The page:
Joel Centeio wins Hawaiian Pro; Nate Yeomans qualifies for 2010 World Tour

Local knowledge and a Houdini-like performance on an eight-foot barrel helped propel Joel Centeio to victory in the Reef Hawaiian Pro surf contest at Haleiwa on Oahu's North Shore. 

Centeio, 26, a Haleiwa resident, prevailed in the four-man final largely on the merit of his long tube ride, which received a score of 9.33 out of a possible 10. He won with a best-two-waves score of 14.76, and the victory makes him $20,000 richer and the early leader in the Triple Crown of Surfing series race.

That race now moves to Sunset Beach and will conclude at the fabled Banzai Pipeline.

"It's the best thing that's ever happened to me," a jubilant Centeio said, moments after emerging from the water. "It's a dream come true to win here at my home break."

Centeio defeated C.J. Hobgood, Australia's Jay Thompson and Tahiti's Alain Riou in the final after a marathon Monday session that began with the Round of 32.

Also celebrating is San Clemente's Nathan Yeomans, who by reaching the quarterfinals of the ASP World Qualifying Series contest earned enough points to qualify for the 2010 ASP World Tour. Yeomans climbed to No. 7 in the WQS standings with one contest remaining: the O'Neill World Cup of Surfing at Sunset Beach.

(The Billabong Pipeline Masters is a World Tour event and will decide this year's world champion.)

While the triumph catapulted Centeio from 131st to 51st on the WQS, he cannot qualify for the 2010 World Tour.

-- Pete Thomas

Photo: Joel Centeio ducks beneath the lip of a wave at Haleiwa. The subsequent barrel ride earned the surfer a score of 9.33 and helped him win the Reef Hawaiian Pro. Credit: Bernie Baker / Triple Crown of Surfing

Note: To follow this blog on Twitter please visit @latimesoutposts

Vans Triple Crown of Surfing gets underway in Hawaii


The weather is beautiful; wish I were there.

The Vans Triple Crown of Surfing competition window opens today in Hawaii along a stretch of Oahu's north coastline often referred to as "the seven-mile miracle" because of its many outstanding surf spots.

In 20 years of covering surfing and the general outdoors beat for the Los Angeles Times, I've managed to attend this prestigious year-end series and witness the tribal gathering of hundreds of surfers from around the world a grand total of once.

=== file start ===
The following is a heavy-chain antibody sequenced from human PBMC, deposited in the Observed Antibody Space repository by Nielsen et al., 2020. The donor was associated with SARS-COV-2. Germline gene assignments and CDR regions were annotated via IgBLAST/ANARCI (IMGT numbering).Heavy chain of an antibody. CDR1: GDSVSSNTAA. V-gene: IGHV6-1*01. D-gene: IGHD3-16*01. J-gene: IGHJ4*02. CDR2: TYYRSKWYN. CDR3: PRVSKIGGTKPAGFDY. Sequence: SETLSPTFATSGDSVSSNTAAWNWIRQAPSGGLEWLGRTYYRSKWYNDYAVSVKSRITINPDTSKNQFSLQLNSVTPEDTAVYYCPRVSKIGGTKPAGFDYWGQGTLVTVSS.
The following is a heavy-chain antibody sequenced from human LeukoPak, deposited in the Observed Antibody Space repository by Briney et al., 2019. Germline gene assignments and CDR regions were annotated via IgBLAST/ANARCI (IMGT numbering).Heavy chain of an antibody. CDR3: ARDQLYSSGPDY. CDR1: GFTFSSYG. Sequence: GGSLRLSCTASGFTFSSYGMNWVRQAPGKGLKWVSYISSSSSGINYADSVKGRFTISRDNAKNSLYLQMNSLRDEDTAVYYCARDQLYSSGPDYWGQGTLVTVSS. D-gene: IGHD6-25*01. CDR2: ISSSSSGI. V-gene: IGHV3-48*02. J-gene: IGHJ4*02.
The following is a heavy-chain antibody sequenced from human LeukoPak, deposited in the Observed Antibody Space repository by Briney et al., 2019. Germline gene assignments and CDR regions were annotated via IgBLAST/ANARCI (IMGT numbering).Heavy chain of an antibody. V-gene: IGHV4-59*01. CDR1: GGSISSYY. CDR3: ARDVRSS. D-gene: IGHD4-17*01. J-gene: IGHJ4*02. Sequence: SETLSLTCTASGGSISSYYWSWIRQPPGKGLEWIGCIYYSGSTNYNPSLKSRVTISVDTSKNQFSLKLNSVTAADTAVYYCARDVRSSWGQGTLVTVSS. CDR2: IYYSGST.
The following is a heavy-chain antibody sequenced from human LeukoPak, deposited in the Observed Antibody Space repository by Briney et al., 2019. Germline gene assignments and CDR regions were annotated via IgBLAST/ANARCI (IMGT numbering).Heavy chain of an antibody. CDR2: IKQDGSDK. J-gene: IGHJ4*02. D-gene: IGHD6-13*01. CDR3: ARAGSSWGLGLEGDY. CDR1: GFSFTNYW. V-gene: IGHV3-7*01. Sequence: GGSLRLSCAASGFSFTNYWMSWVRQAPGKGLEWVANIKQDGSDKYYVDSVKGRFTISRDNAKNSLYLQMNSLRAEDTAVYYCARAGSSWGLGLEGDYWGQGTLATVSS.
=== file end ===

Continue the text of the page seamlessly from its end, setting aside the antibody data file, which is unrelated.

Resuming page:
But I saw Haleiwa breaking at 10 feet, Sunset at 15 feet and Pipeline at about 20 feet. I heard the swell arrive and start pounding the shore during the night, and witnessed some amazing surfing by the best in the world -- and even managed to catch a few waves myself.

But thank goodness for the Internet and webcasts, which will enable Outposts to provide updates during this year's $1-million series, which has lured more than 150 surfers from 17 nations. At stake, for men and women, are ASP World Tour championships and roster spots for next year's elite tours. Also up for grabs are the prestigious Triple Crown championships, won last year by Australia's Joel Parkinson and Stephanie Gilmore.

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Hawaiian International Billfish Tournament won by father-son team from Japan

Tetsuzo Suzuki, left, and father Kihachiro won the 50th Hawaiian International Billfish Tournament taking place this week in Kona, Hawaii.

The father-son team Kona Game Fishing Club-Bellhope of Japan won the 50th annual Hawaiian International Billfish Tournament this week in Kona, Hawaii.

The team ended the five-day tournament Friday with a total catch of five Pacific blue marlin, enough to put them at the top of the scoreboard. Four of the five marlin were tagged and released, and they boated one Thursday that weighed in at 332 pounds.

"I came to Kona with a feeling that I would win and I am so happy," team captain Kihachiro Suzuki said, speaking through an interpreter. "This is my second time here at the HIBT. It is so enjoyable."

Malibu Marlin Club, the team that had held first place for three of the five days of the competition, finished in third after Team Old South Marlin Club #4 from North Carolina rallied on the final day to propel them from fourth to second place.

The golden anniversary of this prestigious tournament attracted 42 teams from around the world. The 2010 competition is scheduled for July 31 to Aug. 8 and will be in Kona again.

"We want to extend a heartfelt mahalo to the entire Kona community for the warmth and ahoha shared these past 50 years," HIBT founder Peter Fithian said.